At the beginning of the American Civil War, Missouri declared that it would be an “armed neutral” in the conflict, and not send materials or men to either side. On April 20, a secessionist mob seized the arsenal in Liberty, Missouri, increasing Union concerns in the state. The neutrality was put to a major test on May 10, in what became known as the Camp Jackson Affair. Governor Claiborne F. Jackson had called out the Missouri Volunteer Militia (MVM) to drill on the edge of St. Louis in Lindell Grove. The governor had clandestinely obtained artillery from the Confederacy and smuggled the pieces into the militia encampment – referred to as “Camp Jackson”. Capt.Nathaniel Lyon was aware of this shipment and was concerned the militia would move on the St. Louis Arsenal. Thomas W. Sweeny was put in command of the arsenal’s defense, and Lyon surrounded the militia camp with Union troops and home guards, forcing the surrender of the militia. When he marched the prisoners through the streets to the arsenal, some angry members of the crowd began to press against the procession. Taunts and jostling eventually led to gunfire and many deaths. Most of the dead were civilians, but several soldiers and members of the militia were also killed.[4]

A day later, the Missouri General Assembly created the Missouri State Guard (replacing the MVM) theoretically to defend the state from attacks by perceived enemies on either side of the war. The governor appointed Sterling Price as the commander with the rank of major general of state forces. The state guard was divided into divisions, with each division consisting of units raised from a military district of Missouri and commanded by a brigadier general. Because many of the organization’s recruiting areas were behind Union lines, many divisions were the size of a brigade, consisting of only a few regiments.[5][6] Fearing Missouri’s tilt to the South, William S. Harney, the Federal commander of the U.S. Army’s Department of the West (which included Missouri) negotiated the Price-Harney Truce on May 12, which nominally created cooperation between the U.S. Army and the MSG to maintain order in Missouri and protect it from outside interference. Jackson publicly declared his support for the truce, while secretly requesting that Confederate forces enter Missouri to “liberate” Missouri from Federal control.[7]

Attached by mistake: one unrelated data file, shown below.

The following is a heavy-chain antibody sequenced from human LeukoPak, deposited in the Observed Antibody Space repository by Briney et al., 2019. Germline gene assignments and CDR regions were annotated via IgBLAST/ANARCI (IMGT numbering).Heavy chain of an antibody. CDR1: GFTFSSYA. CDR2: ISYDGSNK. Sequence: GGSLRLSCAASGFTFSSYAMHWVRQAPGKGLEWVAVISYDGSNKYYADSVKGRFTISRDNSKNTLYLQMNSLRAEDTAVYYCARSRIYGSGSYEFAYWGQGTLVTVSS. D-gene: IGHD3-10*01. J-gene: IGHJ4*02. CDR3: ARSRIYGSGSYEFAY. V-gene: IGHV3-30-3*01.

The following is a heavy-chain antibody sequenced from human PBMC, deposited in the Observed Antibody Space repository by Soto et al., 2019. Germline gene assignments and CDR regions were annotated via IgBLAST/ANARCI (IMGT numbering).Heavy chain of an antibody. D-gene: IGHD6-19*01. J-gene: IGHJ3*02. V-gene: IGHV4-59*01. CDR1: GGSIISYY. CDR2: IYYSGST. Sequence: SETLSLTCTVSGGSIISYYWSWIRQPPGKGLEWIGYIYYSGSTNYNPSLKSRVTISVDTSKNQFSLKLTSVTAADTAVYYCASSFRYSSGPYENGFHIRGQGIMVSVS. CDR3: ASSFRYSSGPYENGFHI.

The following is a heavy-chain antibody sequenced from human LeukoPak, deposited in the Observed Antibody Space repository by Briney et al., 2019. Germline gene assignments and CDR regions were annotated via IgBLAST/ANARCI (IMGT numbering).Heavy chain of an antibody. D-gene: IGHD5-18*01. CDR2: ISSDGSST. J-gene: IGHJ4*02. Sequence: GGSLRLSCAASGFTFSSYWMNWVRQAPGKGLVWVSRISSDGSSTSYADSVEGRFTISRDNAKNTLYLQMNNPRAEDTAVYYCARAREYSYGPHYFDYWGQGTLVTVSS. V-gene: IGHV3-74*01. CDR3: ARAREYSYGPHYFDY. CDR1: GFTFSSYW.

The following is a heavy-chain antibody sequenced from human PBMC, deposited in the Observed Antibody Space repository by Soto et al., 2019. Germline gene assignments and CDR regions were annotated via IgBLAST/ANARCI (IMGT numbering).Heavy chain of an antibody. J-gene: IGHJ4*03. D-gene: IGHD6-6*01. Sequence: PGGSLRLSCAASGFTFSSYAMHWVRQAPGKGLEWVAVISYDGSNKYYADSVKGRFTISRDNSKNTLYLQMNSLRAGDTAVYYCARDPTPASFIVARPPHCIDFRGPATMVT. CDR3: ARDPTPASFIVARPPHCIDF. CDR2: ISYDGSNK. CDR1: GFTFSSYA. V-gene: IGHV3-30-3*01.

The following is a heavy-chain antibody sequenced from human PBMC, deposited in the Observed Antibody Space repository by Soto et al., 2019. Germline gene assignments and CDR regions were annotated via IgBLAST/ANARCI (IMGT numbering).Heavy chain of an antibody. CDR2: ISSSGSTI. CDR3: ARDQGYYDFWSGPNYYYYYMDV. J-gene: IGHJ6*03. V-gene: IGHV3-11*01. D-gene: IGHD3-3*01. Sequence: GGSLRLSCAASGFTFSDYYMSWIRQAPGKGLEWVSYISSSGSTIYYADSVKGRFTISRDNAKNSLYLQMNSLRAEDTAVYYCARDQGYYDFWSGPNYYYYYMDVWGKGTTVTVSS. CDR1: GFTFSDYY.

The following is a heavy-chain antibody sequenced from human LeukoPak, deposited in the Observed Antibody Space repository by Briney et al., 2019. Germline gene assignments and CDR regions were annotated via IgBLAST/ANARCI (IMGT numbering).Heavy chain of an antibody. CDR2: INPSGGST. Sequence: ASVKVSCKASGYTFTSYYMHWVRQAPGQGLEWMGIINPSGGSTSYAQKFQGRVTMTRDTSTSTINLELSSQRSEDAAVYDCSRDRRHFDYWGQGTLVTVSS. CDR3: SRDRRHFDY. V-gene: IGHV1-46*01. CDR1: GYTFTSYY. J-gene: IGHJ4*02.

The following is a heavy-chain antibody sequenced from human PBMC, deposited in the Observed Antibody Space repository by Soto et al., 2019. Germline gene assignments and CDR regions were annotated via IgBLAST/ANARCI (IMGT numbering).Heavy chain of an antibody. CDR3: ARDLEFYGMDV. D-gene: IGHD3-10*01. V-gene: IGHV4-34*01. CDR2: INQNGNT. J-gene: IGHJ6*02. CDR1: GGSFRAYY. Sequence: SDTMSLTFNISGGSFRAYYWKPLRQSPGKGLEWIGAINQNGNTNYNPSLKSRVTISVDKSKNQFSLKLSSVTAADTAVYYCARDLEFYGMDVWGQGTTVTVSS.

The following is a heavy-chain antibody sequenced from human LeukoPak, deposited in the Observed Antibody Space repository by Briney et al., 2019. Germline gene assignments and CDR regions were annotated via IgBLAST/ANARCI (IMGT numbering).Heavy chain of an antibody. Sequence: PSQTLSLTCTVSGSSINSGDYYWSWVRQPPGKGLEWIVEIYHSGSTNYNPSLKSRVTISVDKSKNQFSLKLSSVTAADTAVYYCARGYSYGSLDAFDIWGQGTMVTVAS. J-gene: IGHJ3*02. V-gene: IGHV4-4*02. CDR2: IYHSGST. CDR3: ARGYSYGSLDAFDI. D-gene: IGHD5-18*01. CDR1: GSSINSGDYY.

After complaints by Missouri Unionists, Harney was replaced by Lyon (who was promoted to brigadier general of volunteers), further undermining the fragile truce. On June 12, Lyon and Jackson met at the St. Louis’ Planter’s House Hotel in a last attempt to avoid a resumption of fighting. Both sides were inflexible, with Lyon demanding the right to inspect any area of the state for Confederate intervention, and Jackson refusing and demanding that Federal forces be restricted to the St. Louis metropolitan area. Colonel Snead, the only surviving witness to that meeting, stated that the meeting ended with Lyon reportedly saying:[8]